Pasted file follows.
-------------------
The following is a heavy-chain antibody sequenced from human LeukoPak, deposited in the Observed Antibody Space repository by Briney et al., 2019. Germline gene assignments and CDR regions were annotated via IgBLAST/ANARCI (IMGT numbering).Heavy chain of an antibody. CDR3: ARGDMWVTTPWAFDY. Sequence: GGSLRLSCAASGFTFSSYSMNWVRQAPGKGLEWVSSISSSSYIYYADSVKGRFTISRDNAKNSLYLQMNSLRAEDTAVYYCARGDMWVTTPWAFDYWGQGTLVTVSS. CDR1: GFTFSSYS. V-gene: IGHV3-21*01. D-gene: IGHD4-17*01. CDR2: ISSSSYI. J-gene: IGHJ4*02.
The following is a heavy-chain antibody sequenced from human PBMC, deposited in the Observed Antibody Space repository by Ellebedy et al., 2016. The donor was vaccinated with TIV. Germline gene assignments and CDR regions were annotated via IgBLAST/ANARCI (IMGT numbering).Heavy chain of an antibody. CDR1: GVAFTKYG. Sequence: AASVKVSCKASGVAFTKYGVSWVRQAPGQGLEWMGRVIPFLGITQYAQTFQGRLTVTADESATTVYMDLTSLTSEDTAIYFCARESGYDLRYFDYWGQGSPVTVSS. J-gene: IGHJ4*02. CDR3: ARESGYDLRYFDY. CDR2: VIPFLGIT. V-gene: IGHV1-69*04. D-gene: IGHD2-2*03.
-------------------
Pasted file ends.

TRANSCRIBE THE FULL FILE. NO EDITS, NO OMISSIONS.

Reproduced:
The following is a heavy-chain antibody sequenced from human LeukoPak, deposited in the Observed Antibody Space repository by Briney et al., 2019. Germline gene assignments and CDR regions were annotated via IgBLAST/ANARCI (IMGT numbering).Heavy chain of an antibody. CDR3: ARGDMWVTTPWAFDY. Sequence: GGSLRLSCAASGFTFSSYSMNWVRQAPGKGLEWVSSISSSSYIYYADSVKGRFTISRDNAKNSLYLQMNSLRAEDTAVYYCARGDMWVTTPWAFDYWGQGTLVTVSS. CDR1: GFTFSSYS. V-gene: IGHV3-21*01. D-gene: IGHD4-17*01. CDR2: ISSSSYI. J-gene: IGHJ4*02.
The following is a heavy-chain antibody sequenced from human PBMC, deposited in the Observed Antibody Space repository by Ellebedy et al., 2016. The donor was vaccinated with TIV. Germline gene assignments and CDR regions were annotated via IgBLAST/ANARCI (IMGT numbering).Heavy chain of an antibody. CDR1: GVAFTKYG. Sequence: AASVKVSCKASGVAFTKYGVSWVRQAPGQGLEWMGRVIPFLGITQYAQTFQGRLTVTADESATTVYMDLTSLTSEDTAIYFCARESGYDLRYFDYWGQGSPVTVSS. J-gene: IGHJ4*02. CDR3: ARESGYDLRYFDY. CDR2: VIPFLGIT. V-gene: IGHV1-69*04. D-gene: IGHD2-2*03.